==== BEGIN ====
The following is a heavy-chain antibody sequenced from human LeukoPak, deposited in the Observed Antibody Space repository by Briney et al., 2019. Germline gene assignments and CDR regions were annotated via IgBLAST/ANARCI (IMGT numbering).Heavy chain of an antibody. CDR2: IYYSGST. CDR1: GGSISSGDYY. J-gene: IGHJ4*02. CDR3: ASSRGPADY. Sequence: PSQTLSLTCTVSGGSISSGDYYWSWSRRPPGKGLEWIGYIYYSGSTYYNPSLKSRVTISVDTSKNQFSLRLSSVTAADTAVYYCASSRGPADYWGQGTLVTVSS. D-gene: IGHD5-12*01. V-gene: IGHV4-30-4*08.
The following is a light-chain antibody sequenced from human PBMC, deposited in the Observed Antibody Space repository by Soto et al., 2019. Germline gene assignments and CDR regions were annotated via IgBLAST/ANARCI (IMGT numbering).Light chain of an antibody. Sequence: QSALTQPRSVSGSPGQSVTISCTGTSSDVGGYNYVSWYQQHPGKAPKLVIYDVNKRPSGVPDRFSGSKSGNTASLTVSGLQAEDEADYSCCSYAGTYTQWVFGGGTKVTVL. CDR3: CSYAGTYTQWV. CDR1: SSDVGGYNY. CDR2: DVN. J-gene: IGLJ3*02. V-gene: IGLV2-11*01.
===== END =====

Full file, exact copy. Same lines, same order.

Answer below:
The following is a heavy-chain antibody sequenced from human LeukoPak, deposited in the Observed Antibody Space repository by Briney et al., 2019. Germline gene assignments and CDR regions were annotated via IgBLAST/ANARCI (IMGT numbering).Heavy chain of an antibody. CDR2: IYYSGST. CDR1: GGSISSGDYY. J-gene: IGHJ4*02. CDR3: ASSRGPADY. Sequence: PSQTLSLTCTVSGGSISSGDYYWSWSRRPPGKGLEWIGYIYYSGSTYYNPSLKSRVTISVDTSKNQFSLRLSSVTAADTAVYYCASSRGPADYWGQGTLVTVSS. D-gene: IGHD5-12*01. V-gene: IGHV4-30-4*08.
The following is a light-chain antibody sequenced from human PBMC, deposited in the Observed Antibody Space repository by Soto et al., 2019. Germline gene assignments and CDR regions were annotated via IgBLAST/ANARCI (IMGT numbering).Light chain of an antibody. Sequence: QSALTQPRSVSGSPGQSVTISCTGTSSDVGGYNYVSWYQQHPGKAPKLVIYDVNKRPSGVPDRFSGSKSGNTASLTVSGLQAEDEADYSCCSYAGTYTQWVFGGGTKVTVL. CDR3: CSYAGTYTQWV. CDR1: SSDVGGYNY. CDR2: DVN. J-gene: IGLJ3*02. V-gene: IGLV2-11*01.